The first instance of Mirai botnet was discovered in mid-2016. It elevated quickly and dramatically a few months later, when it targeted a DDOS attack on an internet traffic company DYN which provided services to websites such Amazon, Spotify and Twitter to name a few.
This malware turned computer systems running Linux into remotely controlled "bots", which could be used as part of a botnet in large-scale network attacks. It primarily targeted unsecured internet of things devices e.g. IP cameras, home routers and DVR’s. This botnet scanned for devices that were protected by default or hard-coded usernames and passwords. It exploited weak security measures such as standard passwords and username combinations, for instance (admin, passwords, 1234) across devices.
These systems then were infected with malware directing them to a central control system which was used to launch an attack to take websites offline, as it happened to DYN. In an interview with CNBC, DYN said that the attacks were “well planned and executed, coming from tens of millions IP addresses at same time.”
Figure 1DYN was hit with a massive DDos attack on its DNS infrastructure on the east coast of America
Further, two hackers began to advertise that the Mirai botnet of 400,000 was up for rent. The buyers could rent 20,000 compromised nodes for $2000 to launch an hour-long attack across two weeks.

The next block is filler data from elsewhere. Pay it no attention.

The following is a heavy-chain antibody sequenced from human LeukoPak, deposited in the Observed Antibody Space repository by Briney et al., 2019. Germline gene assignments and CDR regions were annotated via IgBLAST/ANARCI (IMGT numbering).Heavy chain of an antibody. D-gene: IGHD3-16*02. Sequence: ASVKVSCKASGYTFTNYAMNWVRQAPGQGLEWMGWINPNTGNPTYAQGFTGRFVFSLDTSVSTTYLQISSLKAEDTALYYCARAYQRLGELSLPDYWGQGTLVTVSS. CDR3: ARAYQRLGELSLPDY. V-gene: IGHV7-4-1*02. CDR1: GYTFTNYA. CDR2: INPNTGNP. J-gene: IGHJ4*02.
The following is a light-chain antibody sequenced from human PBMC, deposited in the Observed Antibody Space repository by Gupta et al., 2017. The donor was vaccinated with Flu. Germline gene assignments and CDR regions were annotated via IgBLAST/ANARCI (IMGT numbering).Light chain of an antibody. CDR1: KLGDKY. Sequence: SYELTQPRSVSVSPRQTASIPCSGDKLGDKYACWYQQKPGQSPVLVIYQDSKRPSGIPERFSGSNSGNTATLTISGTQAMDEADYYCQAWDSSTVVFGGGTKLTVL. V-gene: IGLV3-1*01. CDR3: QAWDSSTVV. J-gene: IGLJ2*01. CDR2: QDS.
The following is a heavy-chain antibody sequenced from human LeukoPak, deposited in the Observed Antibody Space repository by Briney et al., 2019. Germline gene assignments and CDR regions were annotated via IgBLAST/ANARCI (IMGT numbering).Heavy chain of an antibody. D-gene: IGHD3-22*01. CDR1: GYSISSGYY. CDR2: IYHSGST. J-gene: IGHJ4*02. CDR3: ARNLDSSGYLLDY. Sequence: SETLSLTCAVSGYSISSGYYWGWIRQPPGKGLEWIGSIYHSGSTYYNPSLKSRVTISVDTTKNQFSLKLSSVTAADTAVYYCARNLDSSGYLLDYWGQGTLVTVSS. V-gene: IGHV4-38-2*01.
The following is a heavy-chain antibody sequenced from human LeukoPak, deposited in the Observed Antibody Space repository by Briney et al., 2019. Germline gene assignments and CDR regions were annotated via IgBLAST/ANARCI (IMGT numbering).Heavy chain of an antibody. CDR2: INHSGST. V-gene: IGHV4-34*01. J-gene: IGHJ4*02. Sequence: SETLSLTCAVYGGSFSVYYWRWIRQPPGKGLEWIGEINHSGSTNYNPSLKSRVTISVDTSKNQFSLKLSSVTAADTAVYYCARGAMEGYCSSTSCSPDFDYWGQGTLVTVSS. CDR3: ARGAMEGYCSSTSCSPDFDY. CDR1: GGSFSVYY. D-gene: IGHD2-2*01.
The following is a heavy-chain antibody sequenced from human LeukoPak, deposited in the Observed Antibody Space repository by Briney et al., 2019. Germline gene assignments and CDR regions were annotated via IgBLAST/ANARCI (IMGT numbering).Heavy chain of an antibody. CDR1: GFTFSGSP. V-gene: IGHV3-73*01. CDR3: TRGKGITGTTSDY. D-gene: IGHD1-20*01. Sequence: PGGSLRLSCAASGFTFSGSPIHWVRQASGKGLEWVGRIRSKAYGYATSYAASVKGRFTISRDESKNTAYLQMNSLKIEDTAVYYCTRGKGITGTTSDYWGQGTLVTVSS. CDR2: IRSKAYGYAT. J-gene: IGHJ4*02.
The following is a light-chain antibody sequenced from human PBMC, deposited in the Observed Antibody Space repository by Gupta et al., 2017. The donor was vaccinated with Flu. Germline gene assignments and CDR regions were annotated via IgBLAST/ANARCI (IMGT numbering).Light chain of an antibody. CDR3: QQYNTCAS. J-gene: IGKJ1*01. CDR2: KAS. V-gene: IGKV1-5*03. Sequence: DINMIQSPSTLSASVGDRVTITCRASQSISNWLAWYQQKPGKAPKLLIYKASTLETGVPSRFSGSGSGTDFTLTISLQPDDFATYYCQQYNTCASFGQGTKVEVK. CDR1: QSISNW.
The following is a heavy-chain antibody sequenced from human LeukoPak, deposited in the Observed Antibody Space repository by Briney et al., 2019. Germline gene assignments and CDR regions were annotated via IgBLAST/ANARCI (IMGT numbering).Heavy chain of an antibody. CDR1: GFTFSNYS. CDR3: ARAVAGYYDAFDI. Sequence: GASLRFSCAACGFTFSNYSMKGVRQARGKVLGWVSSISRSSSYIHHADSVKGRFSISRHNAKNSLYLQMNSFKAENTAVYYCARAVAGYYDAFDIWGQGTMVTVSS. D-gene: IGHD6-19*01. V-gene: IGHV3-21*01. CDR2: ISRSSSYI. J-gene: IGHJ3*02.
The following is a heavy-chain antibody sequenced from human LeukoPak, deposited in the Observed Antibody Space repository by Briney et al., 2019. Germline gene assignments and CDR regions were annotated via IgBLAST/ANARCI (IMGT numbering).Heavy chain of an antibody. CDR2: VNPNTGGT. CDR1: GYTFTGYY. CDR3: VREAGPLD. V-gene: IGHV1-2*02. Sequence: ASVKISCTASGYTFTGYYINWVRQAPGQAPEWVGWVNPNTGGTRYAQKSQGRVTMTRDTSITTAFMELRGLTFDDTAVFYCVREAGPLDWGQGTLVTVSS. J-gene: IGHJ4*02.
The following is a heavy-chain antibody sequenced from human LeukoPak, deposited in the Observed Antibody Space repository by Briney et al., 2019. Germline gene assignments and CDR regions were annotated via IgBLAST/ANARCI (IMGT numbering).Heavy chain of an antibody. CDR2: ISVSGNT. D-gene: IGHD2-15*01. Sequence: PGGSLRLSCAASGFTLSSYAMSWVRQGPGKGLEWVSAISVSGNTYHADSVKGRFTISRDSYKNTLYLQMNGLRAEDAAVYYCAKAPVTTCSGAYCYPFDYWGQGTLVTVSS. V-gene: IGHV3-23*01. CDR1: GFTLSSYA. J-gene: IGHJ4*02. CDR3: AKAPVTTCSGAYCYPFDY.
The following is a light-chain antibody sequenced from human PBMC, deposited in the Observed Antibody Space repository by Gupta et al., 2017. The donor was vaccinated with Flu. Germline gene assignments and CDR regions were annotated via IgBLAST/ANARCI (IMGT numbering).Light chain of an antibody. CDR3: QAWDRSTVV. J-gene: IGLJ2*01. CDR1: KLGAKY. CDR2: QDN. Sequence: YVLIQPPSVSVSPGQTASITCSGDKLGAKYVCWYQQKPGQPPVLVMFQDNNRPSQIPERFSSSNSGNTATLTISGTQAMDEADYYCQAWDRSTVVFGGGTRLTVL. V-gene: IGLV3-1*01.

Figure 2 Mirai botnet on sale
After having targeted Linux systems, Mirai Botnet has now entered to hack the windows devices. An antivirus firm has discovered a new variation of Mirai, which is named Trojan.Mirai.1. The trojan uses Windows devices to increase Mirai’s botnet army by infecting Linux-based IoT devices.
How does the TROJAN.MIRAI.1 works?
This malware for Microsoft Windows is written in C++. The malware scans the TCP ports to execute commands and distribute the malware.
After the attack is launched, Trojan.Mirai.1 connects to its Command and Control server and downloads the configuration file which extracts the list of IP addresses. Then scanning of ports and launching of different flags is followed.
If the establishment of connection is successful with the attacked node via any protocol, it starts to execute a sequence of commands. This trojan can also execute commands on the remote machines which use IPC (inter-process communication) technology.
Further, if the target computer has Microsoft SQL Server, Trojan.Mirai.1 will act with administrative privileges and perform malicious tasks.
How would the Trojan.Mirai.1 spread?
For instance, if a Windows version of Mirai infects a new machine and the target turns out to be running Linux. In this case, a series of commands will be run and a new Mirai botnet will be created.
If Windows Mirai infects another Windows device, it will leave a copy on that machine and will continue further.
Currently, the exact consequences of this development cannot be anticipated, however its entrance on Windows will inspire hackers to try out new things.